cover image Flight or Fright

Flight or Fright

Edited by Stephen King and Bev Vincent. Cemetery Dance, $27.95 (336p) ISBN 978-1-58767-679-6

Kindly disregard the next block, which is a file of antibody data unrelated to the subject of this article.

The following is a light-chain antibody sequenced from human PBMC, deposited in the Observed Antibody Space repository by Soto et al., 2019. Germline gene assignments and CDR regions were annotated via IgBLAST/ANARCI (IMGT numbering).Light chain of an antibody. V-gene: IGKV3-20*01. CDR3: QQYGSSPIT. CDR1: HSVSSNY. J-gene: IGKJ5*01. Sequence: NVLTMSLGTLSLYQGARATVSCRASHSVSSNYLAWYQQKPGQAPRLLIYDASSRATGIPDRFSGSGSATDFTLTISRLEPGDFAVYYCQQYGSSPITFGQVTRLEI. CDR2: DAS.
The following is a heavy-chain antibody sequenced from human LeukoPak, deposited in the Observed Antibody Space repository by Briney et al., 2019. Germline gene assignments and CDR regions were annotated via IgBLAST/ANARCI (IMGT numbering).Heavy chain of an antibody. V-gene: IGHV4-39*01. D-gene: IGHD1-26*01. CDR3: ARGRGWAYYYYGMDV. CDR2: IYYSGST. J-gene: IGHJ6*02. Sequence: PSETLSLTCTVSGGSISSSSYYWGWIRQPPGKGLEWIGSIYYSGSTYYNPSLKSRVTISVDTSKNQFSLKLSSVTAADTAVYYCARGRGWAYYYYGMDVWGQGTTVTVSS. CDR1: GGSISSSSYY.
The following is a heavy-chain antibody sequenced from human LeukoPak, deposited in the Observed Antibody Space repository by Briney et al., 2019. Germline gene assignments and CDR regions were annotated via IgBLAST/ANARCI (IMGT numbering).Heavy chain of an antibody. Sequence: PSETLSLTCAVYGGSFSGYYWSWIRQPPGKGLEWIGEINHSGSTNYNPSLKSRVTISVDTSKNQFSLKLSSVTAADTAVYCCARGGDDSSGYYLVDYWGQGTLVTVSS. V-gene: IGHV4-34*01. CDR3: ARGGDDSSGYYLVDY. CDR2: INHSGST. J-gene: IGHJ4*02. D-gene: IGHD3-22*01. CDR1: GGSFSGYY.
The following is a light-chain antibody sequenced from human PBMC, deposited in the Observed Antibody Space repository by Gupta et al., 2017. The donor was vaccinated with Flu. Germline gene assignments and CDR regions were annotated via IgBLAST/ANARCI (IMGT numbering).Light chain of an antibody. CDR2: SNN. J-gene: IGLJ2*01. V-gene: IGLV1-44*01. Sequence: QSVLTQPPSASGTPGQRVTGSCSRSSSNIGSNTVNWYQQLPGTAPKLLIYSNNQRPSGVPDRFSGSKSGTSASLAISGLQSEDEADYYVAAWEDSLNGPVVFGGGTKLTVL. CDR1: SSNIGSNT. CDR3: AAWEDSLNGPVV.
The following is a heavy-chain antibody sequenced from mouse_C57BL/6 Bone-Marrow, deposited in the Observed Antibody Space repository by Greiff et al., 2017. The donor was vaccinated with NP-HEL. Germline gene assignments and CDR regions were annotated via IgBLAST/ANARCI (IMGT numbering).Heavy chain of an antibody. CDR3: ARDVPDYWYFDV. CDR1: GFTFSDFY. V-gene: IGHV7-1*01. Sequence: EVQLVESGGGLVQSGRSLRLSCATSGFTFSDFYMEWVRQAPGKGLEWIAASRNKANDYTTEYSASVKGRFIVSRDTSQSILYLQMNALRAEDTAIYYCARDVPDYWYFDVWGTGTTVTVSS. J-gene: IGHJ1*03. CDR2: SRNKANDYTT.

This entertaining anthology of horror, mystery, and literary tales about aircraft (most reprinted) will have the reader thinking twice about flying. The stories span the entire century of human flight, beginning with Arthur Conan Doyle’s riveting “The Horror of the Heights,” in which a pilot attempts to discover what lurks in the clouds. Most of the tales tend to skew toward horror. In E. Michael Lewis’s “Cargo,” the crew of a plane bringing bodies back from Jonestown start hearing noises coming from the cargo bay. In Cody Goodfellow’s “Diablitos,” an art smuggler gets more than he bargained for when he tries to bring a tribal mask to the U.S. Others take a different approach, such as Ray Bradbury’s “The Flying Machine,” which sees a Chinese emperor realizing the risk that flight poses to the Great Wall. Standouts include the two original stories: King’s “The Turbulence Expert,” a perfectly tense tale about a mysterious group that prevents aircraft crashes though unusual means, and Joe Hill’s “You Are Released,” made terrifying by its proximity to reality: it follows the crew and passengers on a 777 en route to Boston, who learn that North Korea has just nuked Guam and other countries are retaliating. This is a strong anthology full of satisfying tales. (Sept.)